AT&T braces for T-Mobile deal collapse
LONDON/FRANKFURT (Reuters) - AT&T said it would take a $4 billion charge in case its takeover of T-Mobile USA fails, a tacit recognition of the dwindling chances that the deal will get through U.S. regulators who say it would destroy jobs and curb competition.
The U.S. telecommunications group and T-Mobile owner Deutsche Telekom, said they would continue to pursue anti-trust approval for the $39 billion takeover from the U.S. Department of Justice, but withdrew applications to the industry regulator, for now at least.
"AT&T Inc and Deutsche Telekom AG are continuing to pursue the sale of Deutsche Telekom's U.S. wireless assets to AT&T," they said in a statement on Thursday, the Thanksgiving Day holiday in the United States.
The $4 billion sum includes $3 billion in cash and a book value of $1 billion for spectrum access.
Both the DOJ and telecoms watchdog the U.S. Federal Communications Commission oppose the deal, which would reduce the number of national mobile carriers to three.
A senior FCC official said on Thursday afternoon, "The record clearly shows that - in no uncertain terms - this merger would result in a massive loss of U.S. jobs and investment."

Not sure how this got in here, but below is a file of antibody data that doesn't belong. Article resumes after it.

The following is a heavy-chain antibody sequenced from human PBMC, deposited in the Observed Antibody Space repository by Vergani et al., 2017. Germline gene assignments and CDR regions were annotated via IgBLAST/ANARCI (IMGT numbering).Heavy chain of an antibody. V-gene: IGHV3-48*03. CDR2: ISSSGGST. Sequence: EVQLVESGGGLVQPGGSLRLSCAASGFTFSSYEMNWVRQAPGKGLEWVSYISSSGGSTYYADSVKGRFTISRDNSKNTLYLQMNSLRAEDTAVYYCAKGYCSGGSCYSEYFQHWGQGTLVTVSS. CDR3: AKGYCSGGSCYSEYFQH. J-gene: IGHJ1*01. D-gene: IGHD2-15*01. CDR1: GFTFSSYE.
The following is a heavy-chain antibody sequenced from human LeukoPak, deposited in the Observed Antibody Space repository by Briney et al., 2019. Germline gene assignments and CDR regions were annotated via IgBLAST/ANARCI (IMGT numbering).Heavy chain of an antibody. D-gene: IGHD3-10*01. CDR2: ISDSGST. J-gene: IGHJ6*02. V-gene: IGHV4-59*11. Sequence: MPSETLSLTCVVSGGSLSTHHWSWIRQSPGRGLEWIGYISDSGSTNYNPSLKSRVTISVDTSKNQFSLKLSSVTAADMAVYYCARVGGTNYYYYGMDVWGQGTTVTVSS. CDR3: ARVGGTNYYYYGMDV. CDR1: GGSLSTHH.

Withdrawal of the application is subject to approval by the FCC, which has the right to determine whether and how the companies could resubmit an amended application in the future.
In any event, FCC approval would be meaningless if the DOJ blocked the transaction, and AT&T and Deutsche Telekom said they would return to the FCC process if they secured approval from the DOJ.
The collapse of the merger would be a blow to AT&T Chief Executive Randall Stephenson who offered a massive break-up fee to Deutsche Telekom as a sign of confidence the deal, announced in March, would be approved.
Analysts said the merger, badly needed by sub-scale T-Mobile USA - the smallest of the four U.S. mobile operators - looked less likely than ever to succeed.
Espirito Santo analysts said AT&T's decision to take the $4 billion charge this quarter showed that the company's own assessment of the chances of success had fallen.
"It tells us something about timing too - suggesting that AT&T may decide to walk away at the first opportunity (March 20, 2012) rather than waiting for the ultimate September 20, 2012 deadline," they wrote in a note to clients.
Deutsche Telekom shares finished the day down 0.6 percent at 8.69 euros.
The companies' advisers stand to lose a total of $150 million in fees. T-Mobile's advisers Deutsche Bank, Credit Suisse, Morgan Stanley and Citigroup, and AT&T's banks Greenhill & Co, Evercore Partners and JPMorgan Chase were on course to earn between $18 million and $36 million apiece, according to earlier estimates from Thomson Reuters/Freeman Consulting.
Thursday's decision follows a blow earlier this week when the FCC said it would try to send the deal to an administrative law judge for review.
The DOJ has also said it would lead to higher wireless prices for consumers and businesses.